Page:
Terroir

Amarone
Monte del Drago
SURFACE AREA: 20 acres

GEOLOGICAL COMPOSITION OF THE SOIL: tuffaceous with white clay.

ALTITUDE ABOVE SEA LEVEL: 350m

EXPOSURE: South-West.

TRAINING SYSTEM: Guyot.

ESTATE: Musella

WINEMAKER: Maddalena Pasqua di Bisceglie



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Musella estate


Monte del Drago is a picturesque vineyard with a south-west profile, located at the top of the hill of the same name that rises in the middle of Tenuta Musella. Its geological composition sets it apart from other vineyards on the estate due to the different soil properties: a limestone base is topped by a layer of pure tufa which mixes with the characteristic red clay (found in all the soil on the estate’s hills), making it a little finer and less dense, ideal for enhancing the complexity of the Corvina grapes that form the basis of Amarone. Monte del Drago has a very significant standing within the estate. The panoramic views from the summit have been a frequent inspiration for all of the most important decisions made by Maddalena and her family. It is no coincidence that the site of the house currently inhabited by Maddalena and her children once featured an ancient hermitage or meditation point. When enjoying the view, it is easy to appreciate why it has always been a place that allows reflection and contemplation. Apart from the five acres at the very summit that are dedicated to white Garganega and Pinot Bianco grapes, the remainder is planted with Veronese grapes used for the production of Amarone: Corvina, Corvinone, Rondinella and Oseleta, which are planted alternately and together with the colourful cover crops revitalise the hillsides in the spring.




According to the production code, Amarone is 45% to 95% made from Corvina grapes, with the remainder coming from Molinara grapes (from 5% to 30%) and other red varieties. The minimum aging period is two years; after four years it can be labelled as a reserve wine. The minimum ABV is 14%.

This history of Amarone dates back to the end of the Second World War in the mid-1940s. Legend has it that during the war many winemakers hid bottles of Recioto in their cellars, and as they were not able to check on them regularly, some of the wine had enough time to ferment, mature and age. This practice had never been attempted previously; indeed, at the time there was no tradition of aging wine, not even the highly praised Recioto. The Recioto that was allowed to continue to ferment was dubbed Recioto scapà (‘escaped’ Recioto). When tasted it was no longer sweet, in fact it had turned rather bitter. It was later renamed as Amarone, from the Italian for very bitter: “Senti che amaro è questo vin, anzi… è amarone!” Amarone’s great potential was certainly not recognised immediately. On the contrary, initially the wine was greatly misunderstood, and considered the product of a costly mistake. It clearly was not pleasing to the palates of the time, and so ‘escaped’ Recioto was considered to be a ruined wine that could be decanted in small amounts into weak Valpolicella to fortify its structure. The Bertani and Bolla cellars were the first to grasp the product’s great potential, aging it for ten years and then bottling large quantities that were successfully exported across Europe. The wine’s major commercial breakthrough year was 1985, when Amarone achieved hitherto unknown success and became the most famous Veneto red in the world. At the beginning there was no production code for Amarone. In 1968 it was still confined to a single line: “there is a dry version of Recioto della Valpolicella known as Amarone”. How things changed in less than twenty years! To all intents and purposes, Amarone is a fairly recent phenomenon. It was initially only consumed locally, although it was appreciated by true connoisseurs the world over. It is a wine with unique characteristics, rich in alcohol and with a high glycerin content, it is very well structured and powerful, but still retains its elegance. It is deep ruby red in colour, soft and well structured, with claret or violet hues, and has a ripe fruity aroma, with hints of spices, chocolate and underlying pyrite.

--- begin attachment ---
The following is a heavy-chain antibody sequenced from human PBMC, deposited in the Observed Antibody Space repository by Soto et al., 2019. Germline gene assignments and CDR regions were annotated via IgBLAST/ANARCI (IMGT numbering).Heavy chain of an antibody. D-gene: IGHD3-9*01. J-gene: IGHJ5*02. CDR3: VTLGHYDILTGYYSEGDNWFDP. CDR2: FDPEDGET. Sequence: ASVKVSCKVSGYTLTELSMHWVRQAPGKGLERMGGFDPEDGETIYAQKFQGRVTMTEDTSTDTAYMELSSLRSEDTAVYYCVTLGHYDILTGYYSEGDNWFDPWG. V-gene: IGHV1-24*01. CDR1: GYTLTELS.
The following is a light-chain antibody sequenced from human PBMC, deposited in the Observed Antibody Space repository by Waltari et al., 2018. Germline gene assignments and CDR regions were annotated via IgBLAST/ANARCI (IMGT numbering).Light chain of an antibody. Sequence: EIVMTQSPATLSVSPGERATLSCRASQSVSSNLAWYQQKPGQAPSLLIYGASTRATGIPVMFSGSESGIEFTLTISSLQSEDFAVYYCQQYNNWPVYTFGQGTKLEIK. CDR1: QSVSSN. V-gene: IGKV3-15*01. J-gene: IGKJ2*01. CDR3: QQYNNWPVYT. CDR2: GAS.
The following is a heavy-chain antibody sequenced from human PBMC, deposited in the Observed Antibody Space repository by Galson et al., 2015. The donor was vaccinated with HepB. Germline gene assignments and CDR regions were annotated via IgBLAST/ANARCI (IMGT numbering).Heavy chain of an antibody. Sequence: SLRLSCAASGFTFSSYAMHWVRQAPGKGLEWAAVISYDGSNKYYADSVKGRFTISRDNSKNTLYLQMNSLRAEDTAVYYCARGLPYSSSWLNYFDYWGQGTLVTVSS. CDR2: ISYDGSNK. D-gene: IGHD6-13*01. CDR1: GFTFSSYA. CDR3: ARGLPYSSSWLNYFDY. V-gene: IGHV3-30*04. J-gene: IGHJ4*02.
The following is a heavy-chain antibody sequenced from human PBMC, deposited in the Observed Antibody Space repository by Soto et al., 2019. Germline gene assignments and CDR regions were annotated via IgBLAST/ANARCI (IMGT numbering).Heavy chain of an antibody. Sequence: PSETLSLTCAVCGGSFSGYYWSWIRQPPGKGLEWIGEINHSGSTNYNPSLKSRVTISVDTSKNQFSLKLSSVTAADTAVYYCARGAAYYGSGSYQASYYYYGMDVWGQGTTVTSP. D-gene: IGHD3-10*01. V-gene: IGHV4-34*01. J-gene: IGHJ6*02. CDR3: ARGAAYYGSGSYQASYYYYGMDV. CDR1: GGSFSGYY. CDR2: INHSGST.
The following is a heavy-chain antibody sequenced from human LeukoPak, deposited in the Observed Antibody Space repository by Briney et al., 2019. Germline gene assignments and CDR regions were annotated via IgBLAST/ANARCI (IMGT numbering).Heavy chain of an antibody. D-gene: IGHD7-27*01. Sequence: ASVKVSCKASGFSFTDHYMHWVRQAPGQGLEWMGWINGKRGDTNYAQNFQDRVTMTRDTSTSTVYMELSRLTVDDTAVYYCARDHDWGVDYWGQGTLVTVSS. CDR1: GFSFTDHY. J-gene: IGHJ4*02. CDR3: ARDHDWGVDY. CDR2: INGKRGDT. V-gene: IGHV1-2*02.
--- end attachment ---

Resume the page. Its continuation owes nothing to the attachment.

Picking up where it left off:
The grape varieties available
in Amarone - Musella